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You should have a written procedure that explains the steps to follow when objects are being considered for loan, and when they are loaned. This suggested procedure is useful starting point. It is given as text and also as a workflow diagram. However you do it, your own procedure should meet the minimum requirements of the Spectrum standard.
Assessing the request
Open a file for the loan.
When you receive a request to borrow your objects, create a file for the potential loan and give it a Loan out reference number. Loan requests should be made in writing.
Record details of request.
Check that the potential borrower has provided the following information, and record it:
Object identification information
Details of each required object, including:
Loan out information
- A reference number for the loan – Loan out reference number.
- Name and contact details of the borrower:
- Status of the borrower – Borrower’s status (use a standard term source).
- The reason for the loan – Loan out reason (use a standard term source).
- If intended for exhibition, the scope of the exhibition and details of all venues – Loan out note.
- The proposed dates of the loan:
- A brief statement of the indemnity or insurance provisions needed – Special conditions of loan.
- The current stage (beginning with ‘requested’) in the loan process the object has reached – Loaned object status (use a standard term source).
- The date that stage was reached – Loaned object status date (use a standard format).
Consider the request.
Your loans out policy should set out your criteria for assessing requests to borrow objects, and who is authorised to make such decisions. It may be immediately obvious that a particular loan request falls outside your criteria, or you may decide in principle that the relevant objects could be loaned out if a satisfactory loan agreement can be reached in the light of further information.
Acknowledge the request.
Acknowledge the request, stating whether or not the objects are available for loan and if you are prepared to consider lending. If not, explain the reasons. Keep a copy in the loan file and make a note of the Document location so that you and others can find it in future.
Reserve the objects for the loan.
If objects might potentially be loaned out, make a note to reserve them in case someone else wants to use them during the proposed loan period. Go to and return from Use of collections.
Requesting further information
Request further information from the borrower.
If you are considering lending, send the potential borrower any general conditions you have, together with a request for further information about the loan. This may include a request for them to complete a facilities report (eg the standard facilities report form developed by the UK Registrars Group).
Consider the request.
In the light of the further information, consider whether you want to go ahead with lending the proposed objects. Factors might include:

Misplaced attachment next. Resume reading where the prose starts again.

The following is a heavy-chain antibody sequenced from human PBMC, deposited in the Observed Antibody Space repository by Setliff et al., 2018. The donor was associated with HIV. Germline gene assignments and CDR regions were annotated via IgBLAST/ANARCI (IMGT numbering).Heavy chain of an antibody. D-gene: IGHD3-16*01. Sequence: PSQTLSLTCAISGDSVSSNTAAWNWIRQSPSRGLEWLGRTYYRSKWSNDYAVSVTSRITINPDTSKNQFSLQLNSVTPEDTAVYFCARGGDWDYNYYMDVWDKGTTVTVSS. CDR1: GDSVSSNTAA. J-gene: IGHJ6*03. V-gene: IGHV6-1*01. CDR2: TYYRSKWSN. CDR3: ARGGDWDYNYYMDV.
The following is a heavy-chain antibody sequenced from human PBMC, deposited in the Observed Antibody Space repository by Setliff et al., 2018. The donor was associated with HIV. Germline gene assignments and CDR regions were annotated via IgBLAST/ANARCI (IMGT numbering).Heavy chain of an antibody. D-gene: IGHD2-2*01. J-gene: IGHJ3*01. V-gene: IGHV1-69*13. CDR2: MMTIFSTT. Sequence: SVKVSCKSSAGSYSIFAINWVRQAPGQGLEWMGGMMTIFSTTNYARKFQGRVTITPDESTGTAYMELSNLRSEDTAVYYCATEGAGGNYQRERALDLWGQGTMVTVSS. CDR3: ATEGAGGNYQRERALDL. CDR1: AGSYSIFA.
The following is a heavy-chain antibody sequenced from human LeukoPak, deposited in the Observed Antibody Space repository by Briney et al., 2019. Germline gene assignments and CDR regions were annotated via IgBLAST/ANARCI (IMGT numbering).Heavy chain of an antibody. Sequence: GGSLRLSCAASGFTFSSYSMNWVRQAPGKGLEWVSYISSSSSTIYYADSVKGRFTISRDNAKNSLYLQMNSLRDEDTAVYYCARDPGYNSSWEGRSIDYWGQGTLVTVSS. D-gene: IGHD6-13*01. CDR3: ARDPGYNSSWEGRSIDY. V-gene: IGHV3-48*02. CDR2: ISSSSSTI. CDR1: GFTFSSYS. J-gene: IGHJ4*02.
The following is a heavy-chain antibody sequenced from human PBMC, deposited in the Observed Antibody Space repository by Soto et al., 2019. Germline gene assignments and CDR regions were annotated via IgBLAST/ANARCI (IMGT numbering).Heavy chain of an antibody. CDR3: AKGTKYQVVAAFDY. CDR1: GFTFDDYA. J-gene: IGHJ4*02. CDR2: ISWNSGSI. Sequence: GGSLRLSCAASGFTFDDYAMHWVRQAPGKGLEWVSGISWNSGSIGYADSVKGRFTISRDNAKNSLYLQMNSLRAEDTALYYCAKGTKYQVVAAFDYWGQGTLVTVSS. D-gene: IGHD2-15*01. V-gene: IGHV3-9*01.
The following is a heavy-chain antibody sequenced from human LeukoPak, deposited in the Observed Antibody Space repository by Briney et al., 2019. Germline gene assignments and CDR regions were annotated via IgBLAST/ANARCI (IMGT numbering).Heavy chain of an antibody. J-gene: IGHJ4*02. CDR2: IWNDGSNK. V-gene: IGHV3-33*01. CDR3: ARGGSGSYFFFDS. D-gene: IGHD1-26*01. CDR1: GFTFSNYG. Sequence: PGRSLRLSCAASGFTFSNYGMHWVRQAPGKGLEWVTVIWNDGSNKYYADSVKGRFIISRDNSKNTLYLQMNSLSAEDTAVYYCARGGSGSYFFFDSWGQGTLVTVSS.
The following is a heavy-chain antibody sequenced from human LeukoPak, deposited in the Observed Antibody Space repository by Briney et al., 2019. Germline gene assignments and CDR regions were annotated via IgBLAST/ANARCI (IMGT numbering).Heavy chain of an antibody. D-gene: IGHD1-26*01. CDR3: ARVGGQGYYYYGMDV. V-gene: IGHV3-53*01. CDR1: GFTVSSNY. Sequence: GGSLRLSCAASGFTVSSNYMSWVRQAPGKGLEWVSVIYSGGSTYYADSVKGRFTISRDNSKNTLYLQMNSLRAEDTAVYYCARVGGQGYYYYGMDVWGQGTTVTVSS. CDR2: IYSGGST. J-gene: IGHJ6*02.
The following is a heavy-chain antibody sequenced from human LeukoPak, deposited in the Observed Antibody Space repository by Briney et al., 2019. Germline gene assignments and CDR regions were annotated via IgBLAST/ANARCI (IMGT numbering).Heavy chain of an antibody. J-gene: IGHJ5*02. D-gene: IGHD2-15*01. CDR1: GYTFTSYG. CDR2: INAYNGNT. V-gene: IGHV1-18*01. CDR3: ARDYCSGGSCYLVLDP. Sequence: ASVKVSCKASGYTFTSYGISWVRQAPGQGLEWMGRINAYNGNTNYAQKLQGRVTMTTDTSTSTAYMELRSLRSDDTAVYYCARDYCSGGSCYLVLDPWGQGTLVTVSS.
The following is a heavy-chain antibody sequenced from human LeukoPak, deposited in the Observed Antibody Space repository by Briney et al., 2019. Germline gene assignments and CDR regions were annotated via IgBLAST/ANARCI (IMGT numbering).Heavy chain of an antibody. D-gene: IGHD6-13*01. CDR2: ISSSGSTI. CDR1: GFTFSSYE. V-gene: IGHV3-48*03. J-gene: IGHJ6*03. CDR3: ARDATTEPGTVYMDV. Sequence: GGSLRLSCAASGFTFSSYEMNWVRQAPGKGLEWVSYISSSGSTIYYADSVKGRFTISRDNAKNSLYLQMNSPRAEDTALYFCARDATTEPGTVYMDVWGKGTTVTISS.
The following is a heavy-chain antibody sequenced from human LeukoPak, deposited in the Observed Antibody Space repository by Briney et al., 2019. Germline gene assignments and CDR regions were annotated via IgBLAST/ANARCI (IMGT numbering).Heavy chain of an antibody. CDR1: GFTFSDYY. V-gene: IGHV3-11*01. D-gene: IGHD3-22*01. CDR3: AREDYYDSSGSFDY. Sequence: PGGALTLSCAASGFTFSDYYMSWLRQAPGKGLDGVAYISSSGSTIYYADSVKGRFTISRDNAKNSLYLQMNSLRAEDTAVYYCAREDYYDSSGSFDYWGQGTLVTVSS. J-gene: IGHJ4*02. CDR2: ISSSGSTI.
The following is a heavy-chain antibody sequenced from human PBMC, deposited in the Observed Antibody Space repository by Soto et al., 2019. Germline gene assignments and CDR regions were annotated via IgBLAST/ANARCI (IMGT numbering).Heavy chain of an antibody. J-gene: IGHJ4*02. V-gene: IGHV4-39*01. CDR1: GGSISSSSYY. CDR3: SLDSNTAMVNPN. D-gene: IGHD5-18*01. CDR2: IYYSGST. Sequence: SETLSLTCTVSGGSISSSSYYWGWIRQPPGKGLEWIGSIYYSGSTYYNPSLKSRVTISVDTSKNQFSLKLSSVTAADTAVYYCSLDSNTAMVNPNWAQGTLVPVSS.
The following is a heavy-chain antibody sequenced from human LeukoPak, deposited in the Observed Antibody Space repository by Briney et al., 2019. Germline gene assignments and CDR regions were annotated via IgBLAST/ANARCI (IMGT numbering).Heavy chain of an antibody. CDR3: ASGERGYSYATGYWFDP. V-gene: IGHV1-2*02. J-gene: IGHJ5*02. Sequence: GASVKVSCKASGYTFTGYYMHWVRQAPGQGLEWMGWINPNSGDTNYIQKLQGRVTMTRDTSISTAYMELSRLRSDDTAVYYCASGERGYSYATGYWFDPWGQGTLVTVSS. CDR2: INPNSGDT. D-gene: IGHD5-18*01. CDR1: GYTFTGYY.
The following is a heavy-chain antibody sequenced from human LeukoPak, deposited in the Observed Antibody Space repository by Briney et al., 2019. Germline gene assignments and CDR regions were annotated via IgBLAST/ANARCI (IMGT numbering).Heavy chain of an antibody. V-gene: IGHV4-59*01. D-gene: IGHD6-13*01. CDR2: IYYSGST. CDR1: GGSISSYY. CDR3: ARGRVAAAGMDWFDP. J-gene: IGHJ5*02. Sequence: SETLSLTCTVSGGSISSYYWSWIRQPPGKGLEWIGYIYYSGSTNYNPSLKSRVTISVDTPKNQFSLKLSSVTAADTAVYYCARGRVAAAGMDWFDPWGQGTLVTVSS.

The suitability of the proposed borrower, taking into account:
- A reference to previous loans to a particular borrower or venue.
- Information gained from a site visit to the proposed venue.
- Consulting the relevant regional agency or the National Security Adviser.
- Assurance that the object will be adequately covered in the event of damage or loss.
- Necessary schedule to meet the loan.
- Costs (eg of conservation work).
- Specific requirements relating to the objects requested (eg couriers required).
- Security considerations.
- Environmental considerations.
- Use to be made of collections (eg working objects).
If you decide not to lend, write and explain the reasons. Keep a copy in the loan file and make a note of the Document location so that you and others can find it in future.
Agreeing the loan
Provide the borrower with information for each object.
If you decide to lend, provide the prospective borrower with the following information for each object:
- Its object number.
- Object description.
- Its valuation.
- Its condition.
- Its display requirements.
- Its environmental requirements.
- Its handling requirements.
- Any potential risks.
- Its dimensions.
- Photographs for research or publicity (if rights permit).
- Details of any relevant intellectual property rights and associated licensing requirements.
- Any additional descriptive and historical information as required.
- The estimated costs that the borrower will be expected to meet (eg conservation work, bespoke fames or mounts).
Record the final conditions of the loan and create the loan agreement.
Finalise the conditions of loan and create a loan agreement based on them (see Note 1). Maintain the related file containing correspondence, object information, and any other documents, so that they can easily be found and referred to.
Record the authorisation of the loan:
Loan out information
- The name of the person authorising the loan – Loan out authoriser (use as standard form of name)
- The date the authorisation was given – Loan out authorisation date (use a standard format).
Both parties sign loan agreement.
When the loan is confirmed, appropriate agreements should be signed by lender and borrower. The agreement should refer to all conditions for the loan. Add your copy of the signed agreement to the loan file make a note of the Document location so that you and others can find it in future.